Tacoma Goodwill expects to end fiscal 2009 with $41 million in sales, up 14 percent from $36 million in fiscal 2008.
For some shoppers, Goodwill represents an inexpensive way to replenish their wardrobes amid rising joblessness and tight credit, said retail analyst Kat Fay, who follows the apparel industry for research firm Mintel.
"People are going to thrift stores out of necessity, and some may actually stick around" in better economic times, Fay said.
Before the recession, secondhand stores were gaining popularity among young people who wanted to combine their desire for unique clothes with a concern for the environment, said consumer psychologist Kit Yarrow, co-author of "Gen BuY: How Tweens, Teens and Twenty-Somethings are Revolutionizing Retail."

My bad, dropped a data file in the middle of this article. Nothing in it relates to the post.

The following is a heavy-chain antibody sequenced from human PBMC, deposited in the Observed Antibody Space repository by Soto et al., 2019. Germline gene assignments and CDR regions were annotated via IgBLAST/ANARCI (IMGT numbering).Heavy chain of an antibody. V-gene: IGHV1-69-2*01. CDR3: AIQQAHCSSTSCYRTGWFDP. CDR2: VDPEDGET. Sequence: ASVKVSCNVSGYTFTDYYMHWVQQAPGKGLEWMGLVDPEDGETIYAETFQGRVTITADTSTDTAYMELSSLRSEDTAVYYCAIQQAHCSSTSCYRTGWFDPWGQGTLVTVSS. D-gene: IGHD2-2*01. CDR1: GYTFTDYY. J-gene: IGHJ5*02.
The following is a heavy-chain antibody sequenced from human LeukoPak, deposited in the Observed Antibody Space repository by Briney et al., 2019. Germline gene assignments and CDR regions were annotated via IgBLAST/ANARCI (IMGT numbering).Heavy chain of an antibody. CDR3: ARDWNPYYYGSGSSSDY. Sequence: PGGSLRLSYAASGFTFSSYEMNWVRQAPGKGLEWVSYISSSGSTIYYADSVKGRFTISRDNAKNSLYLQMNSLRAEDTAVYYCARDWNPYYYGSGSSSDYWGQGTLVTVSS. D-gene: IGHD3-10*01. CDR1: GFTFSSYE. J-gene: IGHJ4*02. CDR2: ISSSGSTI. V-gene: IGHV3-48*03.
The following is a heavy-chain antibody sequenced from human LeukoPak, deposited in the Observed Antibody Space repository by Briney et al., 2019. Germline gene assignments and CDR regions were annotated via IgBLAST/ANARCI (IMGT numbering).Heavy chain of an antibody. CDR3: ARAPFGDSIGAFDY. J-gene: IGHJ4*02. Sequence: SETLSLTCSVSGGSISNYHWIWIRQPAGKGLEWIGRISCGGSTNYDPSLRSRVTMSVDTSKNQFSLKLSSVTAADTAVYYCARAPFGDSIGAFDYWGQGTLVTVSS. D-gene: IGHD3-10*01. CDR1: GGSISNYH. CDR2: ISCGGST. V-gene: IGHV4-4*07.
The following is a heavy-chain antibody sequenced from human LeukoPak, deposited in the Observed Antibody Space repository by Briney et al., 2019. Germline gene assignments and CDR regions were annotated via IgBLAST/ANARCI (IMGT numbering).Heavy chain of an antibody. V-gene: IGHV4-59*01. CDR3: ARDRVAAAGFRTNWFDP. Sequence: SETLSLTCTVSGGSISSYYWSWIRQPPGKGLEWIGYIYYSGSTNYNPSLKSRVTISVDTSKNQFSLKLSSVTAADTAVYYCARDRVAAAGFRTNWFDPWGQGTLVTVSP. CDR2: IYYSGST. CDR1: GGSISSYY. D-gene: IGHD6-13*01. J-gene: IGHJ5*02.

"One of the things I heard over and over is, 'It just feels good to not be adding new stuff to the world,' " she said.
Now, older generations are rediscovering secondhand shopping — and not only because it's less expensive than a spending spree at the mall, Yarrow said. "Finding bargains is cool in a way that having the latest designer handbag was cool five years ago," she said. "It doesn't feel good to be gluttonous."
Jean Schneider, of Federal Way, said she used to shop at Goodwill once a year. Not so, anymore.
"I've been to Goodwill four or five times in the past year," said Schneider, who picked up a winter coat for $15 at the Des Moines store Thursday. With two children in college and widespread economic uncertainty, she said, "I'm just being careful and thinking twice about my purchases."